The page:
WASHINGTON – Raising captive tigers for trade in tiger parts was rejected by CITES member countries today and China was urged to phase out its large-scale commercial tiger farms, a major victory for wild tiger conservation, according to World Wildlife Fund and TRAFFIC.
Four countries with wild tigers – India, Nepal, Bhutan and Russia – were joined by the United States in giving China a mandate to phase out the country’s privately run “tiger farms” that house nearly 5,000 tigers and that are pushing the Chinese government to allow legal trade in tiger parts. With leadership from these countries, the 171 member countries of the Convention on International Trade in Endangered Species (CITES) adopted by consensus a strong decision to protect tigers from trade.
"Today the world spoke in favor of wild tiger conservation," said Simon Habel, head of U.S. delegation at CITES for World Wildlife Fund. "No voice was stronger than the U.S. government’s, which encouraged countries to pass a rule that clearly states that tigers should not be bred in captivity for trade in tiger parts.”
Investors in massive, captive tiger breeding centers in China have been pressuring the Chinese government to lift its successful 14-year-old ban on trade in tiger parts so they can legally sell products like tiger bone wine and tiger meat. These facilities have acknowledged stockpiling tiger carcasses in the hopes that the trade ban will be lifted.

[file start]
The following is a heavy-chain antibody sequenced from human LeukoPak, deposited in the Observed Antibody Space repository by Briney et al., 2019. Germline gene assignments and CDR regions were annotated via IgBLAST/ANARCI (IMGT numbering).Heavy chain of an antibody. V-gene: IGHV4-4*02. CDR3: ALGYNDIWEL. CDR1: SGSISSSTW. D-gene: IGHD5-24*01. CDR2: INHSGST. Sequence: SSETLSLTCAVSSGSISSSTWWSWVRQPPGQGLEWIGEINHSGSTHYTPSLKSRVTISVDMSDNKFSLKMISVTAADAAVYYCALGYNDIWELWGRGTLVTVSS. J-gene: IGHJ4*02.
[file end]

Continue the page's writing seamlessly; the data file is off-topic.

“The future of tigers just got a lot brighter with this significant decision”, said Crawford Allan, director, TRAFFIC North America. “All agree that we can not take the slightest risk by changing policies that could further endanger the tiger further. The next step is to hold an emergency tiger trade summit to establish real measures to stop the poaching and trade of tigers.”
WWF and TRAFFIC, along with a coalition of other organizations working on tigers, have offered guidance and technical support to China on shutting down its tiger farms and stepping up law enforcement efforts to stamp out illegal trade of tiger parts.
The U.S. has been in behind the scenes negotiations for over a week and a half and has played an integral role in several decisions that will make it even more difficult for China to justify lifting their domestic ban on trade.
Known in the United States as World Wildlife Fund and recognized worldwide by its panda logo, WWF leads international efforts to protect endangered species and their habitats and to conserve the diversity of life on Earth. Now in its fifth decade, WWF, the global conservation organization, works in more than 100 countries around the world.
Notes to Editors:
Habitat loss and intense poaching of tigers and their prey, combined with inadequate government efforts to maintain tiger populations, have resulted in a dramatic reduction in tiger numbers. These big cats now occupy just 7 percent of their historical range, according to the BioScience paper. And the possibility that China could reopen trade in parts harvested from farmed tigers represents a new threat, the authors say.